Becker Pretzel Bakeries, Inc. v. Universal Oven Company, 279 F. Supp. 893 (D. Md. 1968)

U.S. District Court for the District of Maryland - 279 F. Supp. 893 (D. Md. 1968)
February 15, 1968

279 F. Supp. 893 (1968)

BECKER PRETZEL BAKERIES, INC., a Maryland corporation,
UNIVERSAL OVEN COMPANY, Incorporated, a New York corporation.

Civ. No. 16554.

United States District Court D. Maryland.

February 15, 1968.

*894 *895 Franklin Goldstein and Burke, Gerber & Wilen, Baltimore, Md., for plaintiff.

Herbert F. Murray and Smith, Somerville & Case, Baltimore, Md., for defendant.

THOMSEN, Chief Judge.

This is an action by the purchaser of a large pretzel oven, Becker Pretzel Bakeries, Inc. (Becker), against the manufacturer-seller of the oven, Universal Oven Company, Inc. (Universal), to recover damages caused by a fire in the oven some months after it had been installed. At the trial before a jury plaintiff offered evidence that the fire was caused by slippage of the meshes in the oven; that there had been excessive slippage in the oven from the time it was installed and that Universal had made some ineffective efforts to correct the alleged defect; and that Universal's failure to include clean-out doors (sometimes called fire doors), or other adequate means to prevent or reduce fire damage, increased the damage caused by the fire.

The complaint alleged breach of express warranty, breach of implied warranty, and negligence. The court ruled as a matter of law that Becker was not entitled to recover for breach of implied warranty, but allowed the jury to consider the claims based upon alleged breach of express warranty and negligence. The court submitted seven questions to the jury, which were answered as follows:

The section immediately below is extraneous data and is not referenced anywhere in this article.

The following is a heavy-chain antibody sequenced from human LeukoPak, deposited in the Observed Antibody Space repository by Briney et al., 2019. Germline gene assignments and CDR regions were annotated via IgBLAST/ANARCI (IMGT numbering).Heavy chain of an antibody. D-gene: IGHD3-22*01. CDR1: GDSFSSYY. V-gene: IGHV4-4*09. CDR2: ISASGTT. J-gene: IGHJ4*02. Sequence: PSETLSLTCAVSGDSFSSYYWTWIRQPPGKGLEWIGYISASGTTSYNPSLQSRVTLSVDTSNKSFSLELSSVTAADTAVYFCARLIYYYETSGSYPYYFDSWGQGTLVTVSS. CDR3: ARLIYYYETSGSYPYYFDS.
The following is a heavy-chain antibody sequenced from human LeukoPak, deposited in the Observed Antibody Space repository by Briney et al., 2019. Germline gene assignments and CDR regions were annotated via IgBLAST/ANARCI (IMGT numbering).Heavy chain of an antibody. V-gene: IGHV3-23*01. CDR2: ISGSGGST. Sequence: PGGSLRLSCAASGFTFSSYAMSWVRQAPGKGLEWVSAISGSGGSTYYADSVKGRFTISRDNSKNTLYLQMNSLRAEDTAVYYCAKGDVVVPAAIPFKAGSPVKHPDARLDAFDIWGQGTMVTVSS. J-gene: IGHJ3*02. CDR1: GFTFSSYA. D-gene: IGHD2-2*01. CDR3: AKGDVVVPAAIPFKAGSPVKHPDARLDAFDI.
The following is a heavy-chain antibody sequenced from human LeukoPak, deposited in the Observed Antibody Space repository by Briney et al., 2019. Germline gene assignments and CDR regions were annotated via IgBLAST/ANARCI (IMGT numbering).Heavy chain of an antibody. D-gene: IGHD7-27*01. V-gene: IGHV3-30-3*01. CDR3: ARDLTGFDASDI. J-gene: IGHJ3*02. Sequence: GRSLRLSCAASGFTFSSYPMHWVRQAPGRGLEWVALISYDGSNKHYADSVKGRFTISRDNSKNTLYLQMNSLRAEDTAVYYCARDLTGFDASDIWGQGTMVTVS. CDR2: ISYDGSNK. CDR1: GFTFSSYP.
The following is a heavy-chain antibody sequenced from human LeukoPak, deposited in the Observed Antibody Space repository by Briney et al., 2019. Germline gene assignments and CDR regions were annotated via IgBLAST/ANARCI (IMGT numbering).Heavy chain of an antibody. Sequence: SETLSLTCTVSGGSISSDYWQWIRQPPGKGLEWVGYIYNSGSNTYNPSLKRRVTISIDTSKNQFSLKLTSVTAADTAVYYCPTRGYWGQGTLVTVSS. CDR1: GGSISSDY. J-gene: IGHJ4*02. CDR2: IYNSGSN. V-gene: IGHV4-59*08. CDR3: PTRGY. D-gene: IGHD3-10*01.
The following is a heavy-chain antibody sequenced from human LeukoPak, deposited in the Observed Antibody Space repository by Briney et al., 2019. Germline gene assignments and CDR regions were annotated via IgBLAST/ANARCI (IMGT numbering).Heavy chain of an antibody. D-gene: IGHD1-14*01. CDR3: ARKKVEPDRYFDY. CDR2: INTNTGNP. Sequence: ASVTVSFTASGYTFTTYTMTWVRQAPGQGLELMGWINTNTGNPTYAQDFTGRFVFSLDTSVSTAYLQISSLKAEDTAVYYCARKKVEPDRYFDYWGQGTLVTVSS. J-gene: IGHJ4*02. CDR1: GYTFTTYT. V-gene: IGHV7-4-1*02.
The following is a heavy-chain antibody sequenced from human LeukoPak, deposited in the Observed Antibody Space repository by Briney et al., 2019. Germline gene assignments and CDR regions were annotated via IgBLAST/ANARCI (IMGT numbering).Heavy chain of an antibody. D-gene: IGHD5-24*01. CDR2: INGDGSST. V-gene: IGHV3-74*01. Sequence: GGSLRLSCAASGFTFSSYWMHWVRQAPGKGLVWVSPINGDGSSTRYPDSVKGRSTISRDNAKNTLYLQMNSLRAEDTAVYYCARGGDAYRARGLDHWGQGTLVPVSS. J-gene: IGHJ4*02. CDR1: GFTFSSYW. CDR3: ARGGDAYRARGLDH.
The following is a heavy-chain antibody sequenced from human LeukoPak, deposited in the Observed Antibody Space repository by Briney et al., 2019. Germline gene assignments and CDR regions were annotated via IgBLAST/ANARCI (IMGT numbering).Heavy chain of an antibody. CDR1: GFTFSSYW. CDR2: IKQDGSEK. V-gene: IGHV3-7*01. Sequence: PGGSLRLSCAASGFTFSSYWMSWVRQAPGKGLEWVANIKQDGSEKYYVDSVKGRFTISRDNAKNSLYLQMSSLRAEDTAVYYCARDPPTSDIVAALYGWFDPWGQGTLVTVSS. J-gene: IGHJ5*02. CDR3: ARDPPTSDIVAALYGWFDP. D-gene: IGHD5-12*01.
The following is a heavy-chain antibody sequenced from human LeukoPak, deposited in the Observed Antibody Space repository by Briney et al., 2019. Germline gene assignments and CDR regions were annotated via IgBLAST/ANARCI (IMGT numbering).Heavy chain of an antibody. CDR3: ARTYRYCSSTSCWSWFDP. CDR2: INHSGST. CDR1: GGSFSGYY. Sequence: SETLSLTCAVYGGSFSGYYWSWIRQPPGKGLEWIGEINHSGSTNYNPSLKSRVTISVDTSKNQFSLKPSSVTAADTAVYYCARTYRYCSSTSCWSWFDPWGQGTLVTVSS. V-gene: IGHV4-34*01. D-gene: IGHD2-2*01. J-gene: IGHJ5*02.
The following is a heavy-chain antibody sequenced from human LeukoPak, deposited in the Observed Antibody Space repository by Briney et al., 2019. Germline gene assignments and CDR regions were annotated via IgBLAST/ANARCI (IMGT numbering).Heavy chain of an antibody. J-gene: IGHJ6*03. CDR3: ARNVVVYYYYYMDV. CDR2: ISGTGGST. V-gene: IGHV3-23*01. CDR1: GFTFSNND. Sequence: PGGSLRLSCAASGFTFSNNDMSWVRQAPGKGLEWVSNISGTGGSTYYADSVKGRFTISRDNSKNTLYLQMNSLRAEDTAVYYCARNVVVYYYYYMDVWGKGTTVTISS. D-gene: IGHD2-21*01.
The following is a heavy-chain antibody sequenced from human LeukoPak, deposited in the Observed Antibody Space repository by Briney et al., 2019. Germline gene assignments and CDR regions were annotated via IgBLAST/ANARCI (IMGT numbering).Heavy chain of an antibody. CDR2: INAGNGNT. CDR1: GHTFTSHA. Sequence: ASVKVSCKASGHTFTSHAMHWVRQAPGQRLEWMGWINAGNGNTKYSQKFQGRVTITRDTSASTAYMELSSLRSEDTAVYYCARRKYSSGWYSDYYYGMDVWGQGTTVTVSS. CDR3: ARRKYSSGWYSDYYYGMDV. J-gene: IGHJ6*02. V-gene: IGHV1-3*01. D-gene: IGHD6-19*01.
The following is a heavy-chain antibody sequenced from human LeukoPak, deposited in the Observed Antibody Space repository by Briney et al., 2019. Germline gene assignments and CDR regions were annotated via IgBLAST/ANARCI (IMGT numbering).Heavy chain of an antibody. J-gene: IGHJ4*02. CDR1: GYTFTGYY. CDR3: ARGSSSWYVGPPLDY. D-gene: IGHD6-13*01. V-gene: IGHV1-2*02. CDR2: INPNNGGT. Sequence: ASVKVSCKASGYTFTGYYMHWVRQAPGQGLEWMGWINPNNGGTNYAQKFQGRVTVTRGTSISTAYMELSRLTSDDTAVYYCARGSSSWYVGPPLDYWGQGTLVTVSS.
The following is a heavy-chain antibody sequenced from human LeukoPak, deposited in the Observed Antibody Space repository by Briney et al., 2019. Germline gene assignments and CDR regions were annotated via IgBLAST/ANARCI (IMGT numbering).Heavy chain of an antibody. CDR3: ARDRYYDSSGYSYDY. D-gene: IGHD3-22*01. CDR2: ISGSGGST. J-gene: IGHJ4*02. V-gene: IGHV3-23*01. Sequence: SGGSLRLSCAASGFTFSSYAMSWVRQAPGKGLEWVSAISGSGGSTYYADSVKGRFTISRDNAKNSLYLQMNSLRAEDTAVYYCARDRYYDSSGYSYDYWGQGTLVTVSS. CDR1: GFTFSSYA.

"(1) Was the fire in the oven caused by any defect in the oven? Yes.
"(2) If the jury answers question No. 1 `yes', did the claim involved in this suit arise by reason of faulty operation of the oven by plaintiff? No.
"(3) Was the fire in the oven caused by any negligence on the part of defendant? Yes.
"(4) Was the fire in the oven caused or contributed to by any negligence on the part of plaintiff? No.
"(5) At what sum does the jury fix the damages to the oven and its contents caused by the fire? $5,782.39.
"(6) Did plaintiff sustain any additional production costs due to the fire? Yes. If the answer is `yes', what was the amount of such additional production costs? $3,432.48.
"(7) Did plaintiff sustain any loss of profits due to the fire? No. If the answer is `yes', what was the amount of such loss of profits? ______."

Plaintiff has moved for judgment on the special verdicts. Defendant has moved for judgment n. o. v. or, in the alternative, for a new trial.


There was evidence legally sufficient to prove the following facts.

Becker, a Baltimore bakery, entered into discussions with Universal, a manufacturer of large baking ovens, for the purchase of a pretzel oven. Becker was represented in these discussions by its president, a member of the bar; Universal was represented by its president and by Irwin Elliott, a recognized expert in *896 the design of ovens, then employed by Universal. After specifications were submitted to Becker and accepted, an "Order and Conditional Sale Contract", prepared by Universal, was signed by Becker and became effective when approved by Universal at Westbury, New York, on March 29, 1963.